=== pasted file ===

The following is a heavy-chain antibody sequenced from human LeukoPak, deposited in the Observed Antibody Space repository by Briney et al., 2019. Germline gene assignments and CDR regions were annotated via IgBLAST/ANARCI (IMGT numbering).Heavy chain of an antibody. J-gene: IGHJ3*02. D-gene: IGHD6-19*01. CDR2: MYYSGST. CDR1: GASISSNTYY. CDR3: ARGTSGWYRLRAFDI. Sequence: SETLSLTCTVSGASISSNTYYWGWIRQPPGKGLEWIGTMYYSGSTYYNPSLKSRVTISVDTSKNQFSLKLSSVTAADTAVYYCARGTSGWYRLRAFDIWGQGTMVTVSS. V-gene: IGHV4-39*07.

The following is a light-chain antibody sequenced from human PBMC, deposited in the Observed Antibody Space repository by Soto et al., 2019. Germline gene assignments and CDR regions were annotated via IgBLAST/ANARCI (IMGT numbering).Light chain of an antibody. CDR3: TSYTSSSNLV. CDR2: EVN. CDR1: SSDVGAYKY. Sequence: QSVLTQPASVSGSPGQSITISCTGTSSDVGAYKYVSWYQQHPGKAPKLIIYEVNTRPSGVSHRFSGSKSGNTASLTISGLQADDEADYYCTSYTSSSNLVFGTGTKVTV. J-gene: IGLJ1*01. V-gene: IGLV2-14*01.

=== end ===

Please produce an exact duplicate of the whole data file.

The following is a heavy-chain antibody sequenced from human LeukoPak, deposited in the Observed Antibody Space repository by Briney et al., 2019. Germline gene assignments and CDR regions were annotated via IgBLAST/ANARCI (IMGT numbering).Heavy chain of an antibody. J-gene: IGHJ3*02. D-gene: IGHD6-19*01. CDR2: MYYSGST. CDR1: GASISSNTYY. CDR3: ARGTSGWYRLRAFDI. Sequence: SETLSLTCTVSGASISSNTYYWGWIRQPPGKGLEWIGTMYYSGSTYYNPSLKSRVTISVDTSKNQFSLKLSSVTAADTAVYYCARGTSGWYRLRAFDIWGQGTMVTVSS. V-gene: IGHV4-39*07.

The following is a light-chain antibody sequenced from human PBMC, deposited in the Observed Antibody Space repository by Soto et al., 2019. Germline gene assignments and CDR regions were annotated via IgBLAST/ANARCI (IMGT numbering).Light chain of an antibody. CDR3: TSYTSSSNLV. CDR2: EVN. CDR1: SSDVGAYKY. Sequence: QSVLTQPASVSGSPGQSITISCTGTSSDVGAYKYVSWYQQHPGKAPKLIIYEVNTRPSGVSHRFSGSKSGNTASLTISGLQADDEADYYCTSYTSSSNLVFGTGTKVTV. J-gene: IGLJ1*01. V-gene: IGLV2-14*01.